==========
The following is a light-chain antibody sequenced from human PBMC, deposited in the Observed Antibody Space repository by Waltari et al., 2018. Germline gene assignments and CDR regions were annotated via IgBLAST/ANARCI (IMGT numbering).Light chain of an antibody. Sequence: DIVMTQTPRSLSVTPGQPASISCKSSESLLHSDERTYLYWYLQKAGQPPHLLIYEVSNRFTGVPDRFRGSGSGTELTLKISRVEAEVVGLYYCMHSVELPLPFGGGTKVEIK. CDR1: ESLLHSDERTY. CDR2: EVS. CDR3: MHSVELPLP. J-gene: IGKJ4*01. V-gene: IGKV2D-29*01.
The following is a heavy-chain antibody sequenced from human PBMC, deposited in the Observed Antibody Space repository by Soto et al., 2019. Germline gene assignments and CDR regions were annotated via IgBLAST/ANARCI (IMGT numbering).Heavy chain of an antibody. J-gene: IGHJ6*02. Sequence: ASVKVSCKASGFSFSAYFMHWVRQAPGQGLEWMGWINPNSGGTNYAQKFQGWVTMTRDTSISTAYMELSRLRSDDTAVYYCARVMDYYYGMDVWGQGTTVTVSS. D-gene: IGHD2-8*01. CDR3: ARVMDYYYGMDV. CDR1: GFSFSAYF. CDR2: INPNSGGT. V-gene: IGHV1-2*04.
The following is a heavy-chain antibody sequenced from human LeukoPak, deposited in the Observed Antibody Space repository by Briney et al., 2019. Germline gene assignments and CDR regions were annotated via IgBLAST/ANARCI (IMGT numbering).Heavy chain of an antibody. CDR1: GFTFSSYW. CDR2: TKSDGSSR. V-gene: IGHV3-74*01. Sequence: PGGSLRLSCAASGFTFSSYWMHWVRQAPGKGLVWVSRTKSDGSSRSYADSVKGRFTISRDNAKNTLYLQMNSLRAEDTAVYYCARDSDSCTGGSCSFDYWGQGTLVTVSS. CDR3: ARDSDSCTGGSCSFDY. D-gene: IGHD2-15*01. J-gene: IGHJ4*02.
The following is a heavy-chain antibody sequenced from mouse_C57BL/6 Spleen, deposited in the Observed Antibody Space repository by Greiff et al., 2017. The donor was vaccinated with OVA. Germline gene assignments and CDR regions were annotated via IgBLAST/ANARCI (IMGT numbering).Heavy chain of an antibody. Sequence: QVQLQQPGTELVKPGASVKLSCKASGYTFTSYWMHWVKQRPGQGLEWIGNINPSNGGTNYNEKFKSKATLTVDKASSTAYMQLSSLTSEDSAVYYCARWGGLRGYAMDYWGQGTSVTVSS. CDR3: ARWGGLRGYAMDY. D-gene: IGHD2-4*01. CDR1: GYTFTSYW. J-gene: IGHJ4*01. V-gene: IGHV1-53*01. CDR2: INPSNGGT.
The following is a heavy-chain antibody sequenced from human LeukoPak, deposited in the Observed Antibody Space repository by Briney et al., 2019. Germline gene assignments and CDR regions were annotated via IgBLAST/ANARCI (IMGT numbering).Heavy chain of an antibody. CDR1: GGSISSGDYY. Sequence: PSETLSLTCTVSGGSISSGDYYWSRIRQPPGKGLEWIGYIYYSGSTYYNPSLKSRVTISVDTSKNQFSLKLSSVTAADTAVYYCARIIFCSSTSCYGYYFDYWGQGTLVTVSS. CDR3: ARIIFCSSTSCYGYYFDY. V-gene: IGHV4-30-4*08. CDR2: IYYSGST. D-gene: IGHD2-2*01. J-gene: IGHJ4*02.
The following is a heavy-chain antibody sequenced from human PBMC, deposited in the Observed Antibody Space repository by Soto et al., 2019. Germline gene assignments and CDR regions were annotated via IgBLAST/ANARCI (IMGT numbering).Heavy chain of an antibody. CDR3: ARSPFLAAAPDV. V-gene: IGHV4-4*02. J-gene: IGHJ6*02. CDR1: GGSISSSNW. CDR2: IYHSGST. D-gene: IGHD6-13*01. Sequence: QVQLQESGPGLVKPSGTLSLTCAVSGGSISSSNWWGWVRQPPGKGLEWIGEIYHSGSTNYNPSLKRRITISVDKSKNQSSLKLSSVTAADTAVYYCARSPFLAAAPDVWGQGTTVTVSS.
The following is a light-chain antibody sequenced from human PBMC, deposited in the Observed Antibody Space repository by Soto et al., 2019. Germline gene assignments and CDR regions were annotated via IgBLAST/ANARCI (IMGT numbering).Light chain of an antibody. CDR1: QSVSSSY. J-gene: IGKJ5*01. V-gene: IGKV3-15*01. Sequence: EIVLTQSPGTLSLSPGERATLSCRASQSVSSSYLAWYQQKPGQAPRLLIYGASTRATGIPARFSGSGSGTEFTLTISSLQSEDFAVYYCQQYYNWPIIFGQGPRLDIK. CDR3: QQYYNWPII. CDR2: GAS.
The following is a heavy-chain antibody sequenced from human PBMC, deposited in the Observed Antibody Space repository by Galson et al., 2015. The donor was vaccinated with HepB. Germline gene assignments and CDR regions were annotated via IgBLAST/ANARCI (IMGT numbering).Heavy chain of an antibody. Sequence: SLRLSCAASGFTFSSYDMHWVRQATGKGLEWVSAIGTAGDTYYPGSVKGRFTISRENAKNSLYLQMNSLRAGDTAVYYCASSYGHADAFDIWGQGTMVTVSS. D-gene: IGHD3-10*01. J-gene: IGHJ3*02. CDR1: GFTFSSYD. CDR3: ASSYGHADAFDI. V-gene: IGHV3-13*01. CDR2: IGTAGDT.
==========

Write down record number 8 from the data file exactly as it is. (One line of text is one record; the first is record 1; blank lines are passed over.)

The following is a heavy-chain antibody sequenced from human PBMC, deposited in the Observed Antibody Space repository by Galson et al., 2015. The donor was vaccinated with HepB. Germline gene assignments and CDR regions were annotated via IgBLAST/ANARCI (IMGT numbering).Heavy chain of an antibody. Sequence: SLRLSCAASGFTFSSYDMHWVRQATGKGLEWVSAIGTAGDTYYPGSVKGRFTISRENAKNSLYLQMNSLRAGDTAVYYCASSYGHADAFDIWGQGTMVTVSS. D-gene: IGHD3-10*01. J-gene: IGHJ3*02. CDR1: GFTFSSYD. CDR3: ASSYGHADAFDI. V-gene: IGHV3-13*01. CDR2: IGTAGDT.